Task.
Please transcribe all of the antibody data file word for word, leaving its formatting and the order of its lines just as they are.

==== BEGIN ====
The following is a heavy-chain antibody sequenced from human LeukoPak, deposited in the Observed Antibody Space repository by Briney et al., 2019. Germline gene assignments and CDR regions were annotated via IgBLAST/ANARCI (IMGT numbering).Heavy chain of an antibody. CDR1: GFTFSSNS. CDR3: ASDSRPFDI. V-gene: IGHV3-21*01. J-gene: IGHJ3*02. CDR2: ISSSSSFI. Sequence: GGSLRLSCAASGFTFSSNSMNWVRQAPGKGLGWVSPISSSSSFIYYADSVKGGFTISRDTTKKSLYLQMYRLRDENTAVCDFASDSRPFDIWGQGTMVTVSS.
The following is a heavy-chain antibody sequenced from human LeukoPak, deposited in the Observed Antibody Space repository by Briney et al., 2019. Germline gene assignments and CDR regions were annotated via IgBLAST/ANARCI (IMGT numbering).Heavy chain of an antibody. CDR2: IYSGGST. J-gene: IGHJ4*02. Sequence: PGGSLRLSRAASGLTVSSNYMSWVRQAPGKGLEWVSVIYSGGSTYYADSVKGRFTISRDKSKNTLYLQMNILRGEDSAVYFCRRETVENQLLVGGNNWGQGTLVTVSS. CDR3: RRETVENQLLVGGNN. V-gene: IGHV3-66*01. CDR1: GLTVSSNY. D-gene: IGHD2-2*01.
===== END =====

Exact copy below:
The following is a heavy-chain antibody sequenced from human LeukoPak, deposited in the Observed Antibody Space repository by Briney et al., 2019. Germline gene assignments and CDR regions were annotated via IgBLAST/ANARCI (IMGT numbering).Heavy chain of an antibody. CDR1: GFTFSSNS. CDR3: ASDSRPFDI. V-gene: IGHV3-21*01. J-gene: IGHJ3*02. CDR2: ISSSSSFI. Sequence: GGSLRLSCAASGFTFSSNSMNWVRQAPGKGLGWVSPISSSSSFIYYADSVKGGFTISRDTTKKSLYLQMYRLRDENTAVCDFASDSRPFDIWGQGTMVTVSS.
The following is a heavy-chain antibody sequenced from human LeukoPak, deposited in the Observed Antibody Space repository by Briney et al., 2019. Germline gene assignments and CDR regions were annotated via IgBLAST/ANARCI (IMGT numbering).Heavy chain of an antibody. CDR2: IYSGGST. J-gene: IGHJ4*02. Sequence: PGGSLRLSRAASGLTVSSNYMSWVRQAPGKGLEWVSVIYSGGSTYYADSVKGRFTISRDKSKNTLYLQMNILRGEDSAVYFCRRETVENQLLVGGNNWGQGTLVTVSS. CDR3: RRETVENQLLVGGNN. V-gene: IGHV3-66*01. CDR1: GLTVSSNY. D-gene: IGHD2-2*01.